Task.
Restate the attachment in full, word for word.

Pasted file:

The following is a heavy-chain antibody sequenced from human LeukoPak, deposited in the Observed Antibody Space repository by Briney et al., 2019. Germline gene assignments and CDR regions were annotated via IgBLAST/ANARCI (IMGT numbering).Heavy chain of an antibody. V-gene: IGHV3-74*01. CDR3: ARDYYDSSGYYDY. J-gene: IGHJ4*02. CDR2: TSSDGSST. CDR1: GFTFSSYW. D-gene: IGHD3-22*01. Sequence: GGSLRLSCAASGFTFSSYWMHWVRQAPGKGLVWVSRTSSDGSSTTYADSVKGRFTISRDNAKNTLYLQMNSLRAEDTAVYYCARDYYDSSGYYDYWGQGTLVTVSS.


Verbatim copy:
The following is a heavy-chain antibody sequenced from human LeukoPak, deposited in the Observed Antibody Space repository by Briney et al., 2019. Germline gene assignments and CDR regions were annotated via IgBLAST/ANARCI (IMGT numbering).Heavy chain of an antibody. V-gene: IGHV3-74*01. CDR3: ARDYYDSSGYYDY. J-gene: IGHJ4*02. CDR2: TSSDGSST. CDR1: GFTFSSYW. D-gene: IGHD3-22*01. Sequence: GGSLRLSCAASGFTFSSYWMHWVRQAPGKGLVWVSRTSSDGSSTTYADSVKGRFTISRDNAKNTLYLQMNSLRAEDTAVYYCARDYYDSSGYYDYWGQGTLVTVSS.